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Tuesday, November 10, 2015

Audio Cylinder Archive at UCSB

Download 10,000 of the First Recordings of Music Ever Made, Courtesy of the UCSB Cylinder Audio Archive

Open Culture | November 9, 2015

Long before vinyl records, cassette tapes, CDs and MP3s came along, people first experienced audio recordings through another medium — through cylinders made of tin foil, wax and plastic. In recent years, we’ve featured cylinder recordings from the 19th century that allow you to hear the voices of Leo Tolstoy, Tchaikovsky, Walt Whitman, Otto von Bismarck and other towering figures. Those recordings were originally recorded and played on a cylinder phonograph invented by Thomas Edison in 1877. But those were obviously just a handful of the cylinder recordings produced at the beginning of the recorded sound era.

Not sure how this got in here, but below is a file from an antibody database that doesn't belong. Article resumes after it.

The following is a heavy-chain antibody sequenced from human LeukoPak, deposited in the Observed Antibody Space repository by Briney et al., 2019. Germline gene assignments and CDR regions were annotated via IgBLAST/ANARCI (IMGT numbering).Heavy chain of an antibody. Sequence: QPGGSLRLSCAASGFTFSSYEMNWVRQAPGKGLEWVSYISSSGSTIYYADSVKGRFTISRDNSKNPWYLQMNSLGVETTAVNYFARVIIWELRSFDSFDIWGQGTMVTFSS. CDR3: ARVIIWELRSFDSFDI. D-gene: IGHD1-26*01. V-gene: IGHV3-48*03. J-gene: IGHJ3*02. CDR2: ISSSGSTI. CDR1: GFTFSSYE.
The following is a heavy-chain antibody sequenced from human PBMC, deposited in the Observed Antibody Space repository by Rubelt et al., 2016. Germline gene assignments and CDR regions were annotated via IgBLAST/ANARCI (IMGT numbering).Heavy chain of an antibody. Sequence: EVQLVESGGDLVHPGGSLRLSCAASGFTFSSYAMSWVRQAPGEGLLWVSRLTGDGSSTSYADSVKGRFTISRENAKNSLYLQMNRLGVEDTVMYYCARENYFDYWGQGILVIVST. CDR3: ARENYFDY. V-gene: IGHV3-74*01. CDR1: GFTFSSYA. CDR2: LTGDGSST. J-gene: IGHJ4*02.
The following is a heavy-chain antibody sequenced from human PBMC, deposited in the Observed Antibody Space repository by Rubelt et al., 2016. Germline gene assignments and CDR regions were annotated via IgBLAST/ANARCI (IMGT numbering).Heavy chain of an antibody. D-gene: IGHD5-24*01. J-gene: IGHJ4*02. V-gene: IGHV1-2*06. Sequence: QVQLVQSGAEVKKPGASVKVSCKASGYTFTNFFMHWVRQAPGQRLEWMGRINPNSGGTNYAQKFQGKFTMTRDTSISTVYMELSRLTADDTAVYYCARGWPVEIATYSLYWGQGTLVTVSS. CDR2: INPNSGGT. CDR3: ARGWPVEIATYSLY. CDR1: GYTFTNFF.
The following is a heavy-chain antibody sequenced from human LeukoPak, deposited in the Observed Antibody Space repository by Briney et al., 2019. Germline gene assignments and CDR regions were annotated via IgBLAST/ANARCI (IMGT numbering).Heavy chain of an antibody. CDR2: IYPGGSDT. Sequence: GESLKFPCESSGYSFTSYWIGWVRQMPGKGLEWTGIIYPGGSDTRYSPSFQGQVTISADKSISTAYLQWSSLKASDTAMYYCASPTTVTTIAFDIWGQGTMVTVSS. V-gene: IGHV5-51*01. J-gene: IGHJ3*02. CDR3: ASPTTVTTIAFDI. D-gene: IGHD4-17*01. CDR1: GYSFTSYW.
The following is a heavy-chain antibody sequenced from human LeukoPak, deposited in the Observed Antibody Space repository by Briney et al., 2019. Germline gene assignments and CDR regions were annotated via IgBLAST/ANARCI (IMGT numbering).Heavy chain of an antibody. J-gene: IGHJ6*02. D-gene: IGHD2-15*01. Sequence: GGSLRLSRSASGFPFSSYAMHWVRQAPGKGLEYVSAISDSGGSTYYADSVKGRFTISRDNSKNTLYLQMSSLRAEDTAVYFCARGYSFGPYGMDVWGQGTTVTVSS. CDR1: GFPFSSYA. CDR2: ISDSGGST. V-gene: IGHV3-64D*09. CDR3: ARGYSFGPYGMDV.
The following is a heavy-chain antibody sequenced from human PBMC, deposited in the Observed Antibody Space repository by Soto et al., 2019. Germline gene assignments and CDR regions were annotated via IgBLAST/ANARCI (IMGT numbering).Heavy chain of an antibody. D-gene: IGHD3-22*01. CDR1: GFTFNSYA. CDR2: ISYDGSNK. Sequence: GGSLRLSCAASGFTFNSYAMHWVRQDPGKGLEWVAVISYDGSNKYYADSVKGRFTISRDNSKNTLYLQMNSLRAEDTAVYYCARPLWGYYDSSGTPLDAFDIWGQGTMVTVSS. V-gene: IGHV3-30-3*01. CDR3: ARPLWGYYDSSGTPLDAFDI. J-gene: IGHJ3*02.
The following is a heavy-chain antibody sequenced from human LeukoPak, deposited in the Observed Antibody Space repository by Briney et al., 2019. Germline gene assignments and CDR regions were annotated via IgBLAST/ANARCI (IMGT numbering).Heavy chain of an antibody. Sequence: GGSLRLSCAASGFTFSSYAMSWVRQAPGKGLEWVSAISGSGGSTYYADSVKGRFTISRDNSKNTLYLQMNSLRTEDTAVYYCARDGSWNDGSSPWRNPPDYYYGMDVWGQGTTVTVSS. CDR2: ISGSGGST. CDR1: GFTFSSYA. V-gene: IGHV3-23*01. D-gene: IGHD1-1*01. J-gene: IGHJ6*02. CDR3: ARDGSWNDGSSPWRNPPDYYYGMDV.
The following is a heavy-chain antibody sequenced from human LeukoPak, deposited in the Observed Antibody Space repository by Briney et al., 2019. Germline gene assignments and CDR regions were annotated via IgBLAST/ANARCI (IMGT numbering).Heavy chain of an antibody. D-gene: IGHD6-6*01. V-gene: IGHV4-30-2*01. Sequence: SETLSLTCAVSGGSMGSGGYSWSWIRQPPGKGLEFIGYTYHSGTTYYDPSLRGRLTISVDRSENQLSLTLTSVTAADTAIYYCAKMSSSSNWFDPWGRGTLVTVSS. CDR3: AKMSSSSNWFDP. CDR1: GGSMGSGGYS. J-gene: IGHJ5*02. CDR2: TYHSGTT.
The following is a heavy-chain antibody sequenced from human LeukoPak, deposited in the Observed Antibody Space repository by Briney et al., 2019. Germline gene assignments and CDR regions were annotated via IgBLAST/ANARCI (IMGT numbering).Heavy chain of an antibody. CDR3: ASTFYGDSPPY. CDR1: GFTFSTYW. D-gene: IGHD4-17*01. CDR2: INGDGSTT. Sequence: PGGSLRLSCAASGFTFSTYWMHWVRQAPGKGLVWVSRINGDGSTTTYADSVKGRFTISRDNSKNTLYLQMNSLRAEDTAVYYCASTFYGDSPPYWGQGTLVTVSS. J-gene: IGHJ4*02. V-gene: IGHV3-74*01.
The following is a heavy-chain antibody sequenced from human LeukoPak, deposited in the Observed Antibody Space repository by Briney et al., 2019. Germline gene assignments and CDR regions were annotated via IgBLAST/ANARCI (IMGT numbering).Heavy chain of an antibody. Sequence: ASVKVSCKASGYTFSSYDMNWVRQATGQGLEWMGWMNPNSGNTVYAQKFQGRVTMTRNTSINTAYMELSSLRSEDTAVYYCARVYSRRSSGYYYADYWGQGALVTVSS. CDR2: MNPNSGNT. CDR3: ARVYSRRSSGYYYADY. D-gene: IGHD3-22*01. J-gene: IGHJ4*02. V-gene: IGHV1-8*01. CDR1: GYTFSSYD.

<more at; related links: (How the British Library Will Save Fragile Sound Recordings of WWI and Extinct Birds. The race to save early sound recordings before they disappear forever. January 14, 2015) and (History of the Cylinder Phonograph)>

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